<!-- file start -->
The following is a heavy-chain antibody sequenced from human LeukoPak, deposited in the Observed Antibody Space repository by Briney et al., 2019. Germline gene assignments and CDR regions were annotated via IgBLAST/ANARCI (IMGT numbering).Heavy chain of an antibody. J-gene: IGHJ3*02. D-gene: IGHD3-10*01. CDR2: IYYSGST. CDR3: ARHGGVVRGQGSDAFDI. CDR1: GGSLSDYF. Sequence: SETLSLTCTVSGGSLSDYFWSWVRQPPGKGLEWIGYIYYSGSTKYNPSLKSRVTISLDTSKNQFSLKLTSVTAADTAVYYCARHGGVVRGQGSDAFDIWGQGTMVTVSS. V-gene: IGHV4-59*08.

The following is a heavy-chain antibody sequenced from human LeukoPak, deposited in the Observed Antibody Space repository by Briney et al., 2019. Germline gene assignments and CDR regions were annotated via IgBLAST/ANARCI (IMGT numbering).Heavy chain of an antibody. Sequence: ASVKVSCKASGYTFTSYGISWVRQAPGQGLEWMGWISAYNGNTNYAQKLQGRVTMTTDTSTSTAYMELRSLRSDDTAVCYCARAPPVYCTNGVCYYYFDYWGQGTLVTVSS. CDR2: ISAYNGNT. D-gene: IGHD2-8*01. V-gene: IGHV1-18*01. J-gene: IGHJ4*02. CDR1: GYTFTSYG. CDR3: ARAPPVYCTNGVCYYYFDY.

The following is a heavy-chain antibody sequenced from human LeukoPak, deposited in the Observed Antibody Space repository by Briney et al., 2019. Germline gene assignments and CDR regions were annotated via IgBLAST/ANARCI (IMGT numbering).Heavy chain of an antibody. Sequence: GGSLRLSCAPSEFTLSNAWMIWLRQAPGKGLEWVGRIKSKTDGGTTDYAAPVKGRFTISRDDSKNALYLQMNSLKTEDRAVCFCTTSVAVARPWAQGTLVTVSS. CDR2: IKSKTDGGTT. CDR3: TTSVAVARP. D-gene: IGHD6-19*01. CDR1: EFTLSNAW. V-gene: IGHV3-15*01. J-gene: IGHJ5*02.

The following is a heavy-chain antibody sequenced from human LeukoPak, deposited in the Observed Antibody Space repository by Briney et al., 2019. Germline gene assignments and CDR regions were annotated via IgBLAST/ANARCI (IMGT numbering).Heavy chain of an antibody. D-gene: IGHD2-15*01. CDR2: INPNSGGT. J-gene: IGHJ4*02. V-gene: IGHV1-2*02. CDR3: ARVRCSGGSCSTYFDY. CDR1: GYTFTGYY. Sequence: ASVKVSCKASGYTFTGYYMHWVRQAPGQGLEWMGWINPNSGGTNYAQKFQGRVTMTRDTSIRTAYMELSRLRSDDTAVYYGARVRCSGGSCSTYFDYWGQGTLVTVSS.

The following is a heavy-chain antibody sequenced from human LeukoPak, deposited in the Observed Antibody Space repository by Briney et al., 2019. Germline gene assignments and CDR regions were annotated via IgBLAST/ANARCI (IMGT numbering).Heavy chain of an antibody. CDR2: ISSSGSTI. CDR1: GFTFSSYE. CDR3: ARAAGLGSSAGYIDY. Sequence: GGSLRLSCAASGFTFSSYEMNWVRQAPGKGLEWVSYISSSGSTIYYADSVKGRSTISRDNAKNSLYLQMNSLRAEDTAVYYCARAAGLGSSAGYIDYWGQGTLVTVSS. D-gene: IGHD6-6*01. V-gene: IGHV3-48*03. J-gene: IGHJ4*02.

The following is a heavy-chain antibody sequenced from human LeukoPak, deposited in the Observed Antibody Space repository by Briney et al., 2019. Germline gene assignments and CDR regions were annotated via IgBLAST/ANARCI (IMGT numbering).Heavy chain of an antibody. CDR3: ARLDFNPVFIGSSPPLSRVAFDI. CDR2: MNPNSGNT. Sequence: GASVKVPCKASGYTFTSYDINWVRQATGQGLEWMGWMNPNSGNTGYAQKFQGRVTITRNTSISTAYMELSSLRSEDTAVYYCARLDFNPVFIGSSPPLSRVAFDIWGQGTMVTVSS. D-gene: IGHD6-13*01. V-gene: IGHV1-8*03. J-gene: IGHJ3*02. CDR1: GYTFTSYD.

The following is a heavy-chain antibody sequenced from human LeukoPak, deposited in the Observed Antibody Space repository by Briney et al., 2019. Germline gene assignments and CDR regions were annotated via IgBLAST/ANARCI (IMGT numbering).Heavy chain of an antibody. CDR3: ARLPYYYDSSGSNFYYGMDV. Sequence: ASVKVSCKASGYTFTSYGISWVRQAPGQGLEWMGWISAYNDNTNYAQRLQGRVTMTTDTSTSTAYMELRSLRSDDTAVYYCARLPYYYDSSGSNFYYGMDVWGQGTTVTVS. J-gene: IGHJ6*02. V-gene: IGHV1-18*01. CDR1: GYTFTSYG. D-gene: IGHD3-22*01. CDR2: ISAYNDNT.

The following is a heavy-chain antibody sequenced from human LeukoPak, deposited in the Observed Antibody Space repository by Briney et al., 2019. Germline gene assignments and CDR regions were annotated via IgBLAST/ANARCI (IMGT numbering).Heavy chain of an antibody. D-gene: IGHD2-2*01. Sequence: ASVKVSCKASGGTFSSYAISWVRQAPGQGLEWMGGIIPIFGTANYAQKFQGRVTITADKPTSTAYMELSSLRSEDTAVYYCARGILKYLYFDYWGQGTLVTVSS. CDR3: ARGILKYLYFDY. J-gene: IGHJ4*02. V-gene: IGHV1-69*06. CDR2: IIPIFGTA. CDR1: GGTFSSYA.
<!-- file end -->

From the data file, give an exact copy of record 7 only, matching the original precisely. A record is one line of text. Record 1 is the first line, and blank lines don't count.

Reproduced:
The following is a heavy-chain antibody sequenced from human LeukoPak, deposited in the Observed Antibody Space repository by Briney et al., 2019. Germline gene assignments and CDR regions were annotated via IgBLAST/ANARCI (IMGT numbering).Heavy chain of an antibody. CDR3: ARLPYYYDSSGSNFYYGMDV. Sequence: ASVKVSCKASGYTFTSYGISWVRQAPGQGLEWMGWISAYNDNTNYAQRLQGRVTMTTDTSTSTAYMELRSLRSDDTAVYYCARLPYYYDSSGSNFYYGMDVWGQGTTVTVS. J-gene: IGHJ6*02. V-gene: IGHV1-18*01. CDR1: GYTFTSYG. D-gene: IGHD3-22*01. CDR2: ISAYNDNT.